Northeastern Borno state is where Boko Haram is strongest. This is partly because Borno borders Cameroon, Niger, and Chad, three countries where Islamic terrorists can find sanctuary in thinly populated border areas. The largest city in Borno, Maiduguri, has become one of the main battlegrounds between the Islamic terrorists and the security forces. Boko Haram is holding on in Maiduguri, despite energetic efforts by soldiers and police to shut the Islamic radicals down. Outside of Maiduguri government officials have been driven out of many rural areas by Boko Haram death squads. Thousands of Christians have fled Maiduguri for the same reason. Boko Haram has seized many government vehicles and weapons and are so strong in some rural areas that a major military operation (involving hundreds of troops and dozens of vehicles) must be put together in order to travel there.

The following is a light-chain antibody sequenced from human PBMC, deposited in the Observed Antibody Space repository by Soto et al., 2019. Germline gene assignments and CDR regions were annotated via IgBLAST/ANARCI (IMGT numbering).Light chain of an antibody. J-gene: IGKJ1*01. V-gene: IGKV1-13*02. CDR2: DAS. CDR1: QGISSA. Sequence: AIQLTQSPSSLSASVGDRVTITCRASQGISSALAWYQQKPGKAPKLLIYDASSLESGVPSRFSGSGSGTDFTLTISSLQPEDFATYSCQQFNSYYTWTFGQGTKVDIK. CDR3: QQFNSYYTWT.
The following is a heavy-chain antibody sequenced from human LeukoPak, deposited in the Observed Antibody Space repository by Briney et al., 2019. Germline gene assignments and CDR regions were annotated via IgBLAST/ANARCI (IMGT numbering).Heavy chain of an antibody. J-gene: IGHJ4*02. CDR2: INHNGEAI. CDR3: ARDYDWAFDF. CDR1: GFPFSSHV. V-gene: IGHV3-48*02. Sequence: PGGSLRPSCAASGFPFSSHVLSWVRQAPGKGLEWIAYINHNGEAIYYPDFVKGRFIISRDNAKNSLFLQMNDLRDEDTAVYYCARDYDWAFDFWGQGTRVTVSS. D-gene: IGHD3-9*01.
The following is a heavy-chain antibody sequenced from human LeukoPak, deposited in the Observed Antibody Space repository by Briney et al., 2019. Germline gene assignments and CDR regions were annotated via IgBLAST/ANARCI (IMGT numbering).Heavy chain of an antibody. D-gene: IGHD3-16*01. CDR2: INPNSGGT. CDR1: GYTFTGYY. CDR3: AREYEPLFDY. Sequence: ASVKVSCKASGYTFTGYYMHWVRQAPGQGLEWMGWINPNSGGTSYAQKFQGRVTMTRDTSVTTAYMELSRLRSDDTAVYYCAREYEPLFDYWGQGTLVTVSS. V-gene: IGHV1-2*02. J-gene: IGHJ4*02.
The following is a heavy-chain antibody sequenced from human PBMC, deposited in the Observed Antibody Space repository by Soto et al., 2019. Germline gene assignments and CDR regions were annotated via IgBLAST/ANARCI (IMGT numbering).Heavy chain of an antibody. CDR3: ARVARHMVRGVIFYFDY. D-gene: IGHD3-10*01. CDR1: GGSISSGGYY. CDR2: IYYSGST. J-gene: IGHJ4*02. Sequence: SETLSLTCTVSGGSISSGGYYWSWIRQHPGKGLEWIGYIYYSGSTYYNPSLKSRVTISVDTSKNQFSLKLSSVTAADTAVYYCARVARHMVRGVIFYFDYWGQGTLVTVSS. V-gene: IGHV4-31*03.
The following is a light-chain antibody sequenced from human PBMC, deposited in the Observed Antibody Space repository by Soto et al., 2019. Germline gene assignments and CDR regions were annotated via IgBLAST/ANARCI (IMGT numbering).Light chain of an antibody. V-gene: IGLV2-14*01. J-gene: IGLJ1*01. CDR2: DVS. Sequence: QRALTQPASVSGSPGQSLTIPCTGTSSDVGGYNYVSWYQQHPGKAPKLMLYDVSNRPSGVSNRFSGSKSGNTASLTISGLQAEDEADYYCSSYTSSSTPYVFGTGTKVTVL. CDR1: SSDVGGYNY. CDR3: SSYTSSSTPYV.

Anti-corruption sentiment has been growing over the last decade. Most Nigerians are fed up with the half century of stealing and mismanagement, and even the government has to pay lip service to the movement. Most politicians are dirty and they protect each other. President Johnson recently pardoned a former state governor who had been convicted of corruption, and the government is trying to ban a 30 minute documentary film that names names and makes it clear how widespread and costly the corruption is.